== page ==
At 4’ 9” tall, Daisy has relied on her high-heeled shoes to help her walk confidently into new jobs for over twenty-six years. Her first Canadian job interview on an extremely cold day teaches her lessons about where her confidence and sense of purpose really come from.
I have a favourite quote: “Before you start to judge me, step into my shoes and walk the life I’m living, and if you get as far as I am, just maybe you will see how strong I am.”
My name is Daisy Mendez. Let me tell you a story about my interview shoes. I bought these shoes for my graduation from Philippine Christian University in 1996. I immediately fell in love with their nude colour and three-inch heels.
In my culture, you have to look confident and refined when you apply for a job. Whenever I wear these shoes to an interview, I feel quite sophisticated. They help me stand much taller than my four-foot-nine-inch stature. I feel confident and accomplished when I wear them.
Twenty-six years is a long time to have a pair of shoes. My interview shoes have walked me into new careers and are still in perfect shape.
When I immigrated to Canada in October 2013, I imagined these shoes would work the same way and help me land a job that would relaunch my career. My first job interview was at IKEA on November 30, 2013. It was a frigid day. The weather report said it was minus thirty-seven degrees, but that didn’t matter to me. All I knew was that I was happy to have my first Canadian job interview. I wanted to show up confident and elegant, just like I used to do when I lived in the Philippines.
I planned to arrive at IKEA two hours early. I carried my little backpack. It contained my interview shoes in their shiny nude-coloured polyester bag, a matching nude-coloured dress, my makeup, and a flat iron for my hair. Two hours would give me enough time to get out of my winter clothes and be ready to show up feeling prepared for my interview.
I waited at the bus stop near the corner of Grant and Kenaston, but after seeing no buses for a long time, I decided to walk. I couldn’t risk being late for my interview. About five minutes into my walk, I realized I had made a dangerous mistake. The wind blew so hard it whipped the snow around. I could hardly see where I was going. I realized I was in deep trouble when I was in the middle of a field. I could not see any houses or buildings, just snow and the highway in the distance. I was dizzy, my eyes were watering, and my mouth was dry. My lips were about to succumb to frostbite.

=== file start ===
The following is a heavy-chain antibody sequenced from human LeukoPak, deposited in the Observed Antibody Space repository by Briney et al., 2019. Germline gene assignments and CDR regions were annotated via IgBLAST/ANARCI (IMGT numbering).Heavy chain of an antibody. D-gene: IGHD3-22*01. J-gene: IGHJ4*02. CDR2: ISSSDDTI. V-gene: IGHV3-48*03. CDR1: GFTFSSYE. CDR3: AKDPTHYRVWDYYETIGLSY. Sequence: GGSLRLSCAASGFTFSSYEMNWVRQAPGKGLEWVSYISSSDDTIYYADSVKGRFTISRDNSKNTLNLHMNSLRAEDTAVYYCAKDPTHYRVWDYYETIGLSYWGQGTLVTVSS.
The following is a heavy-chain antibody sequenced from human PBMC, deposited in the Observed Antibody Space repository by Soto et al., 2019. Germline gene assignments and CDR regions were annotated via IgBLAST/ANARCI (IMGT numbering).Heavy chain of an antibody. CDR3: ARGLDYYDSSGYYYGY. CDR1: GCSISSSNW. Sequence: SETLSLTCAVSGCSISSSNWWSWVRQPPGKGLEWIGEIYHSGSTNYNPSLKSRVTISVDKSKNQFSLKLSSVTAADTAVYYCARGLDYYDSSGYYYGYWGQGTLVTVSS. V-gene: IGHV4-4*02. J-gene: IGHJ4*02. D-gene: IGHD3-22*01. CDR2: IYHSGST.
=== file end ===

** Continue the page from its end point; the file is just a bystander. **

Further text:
I was so afraid. I prayed, “Lord, please give me enough wisdom to surpass this wrong decision.”
I was in tears as I plowed through the snow to get back to the highway. After a few cars, one good Samaritan stopped to pick me up.
I was so exhausted and confused that I couldn’t speak, and I never got to ask his name. But he immediately recognized that I was experiencing hypothermia. He drove me down the highway to the nearest building, which was IKEA, and stayed with me there until I stopped shivering and could identify where I was. He even sought help from the staff. One of the people who came to assist me was the person I was supposed to have my interview with.
Wearing my winter boots, ski pants, and parka, I was interviewed later that morning. My interview shoes stayed in my backpack.
By the way, I got the job!
I will never forget the stranger who saved me that day. He didn’t know it, but he saved my dreams of Canada from becoming a nightmare. His kindness is the reason I can tell this story today.
Daisy immigrated to Canada in 2013. She is a mother and the owner of JASLTD Cleaning Services. She cites her biggest achievement as being able to reunite with her family. Daisy’s shoe story spotlights her resilience and how the kindness and compassion of strangers can change outcomes for new and seasoned Winnipeggers alike.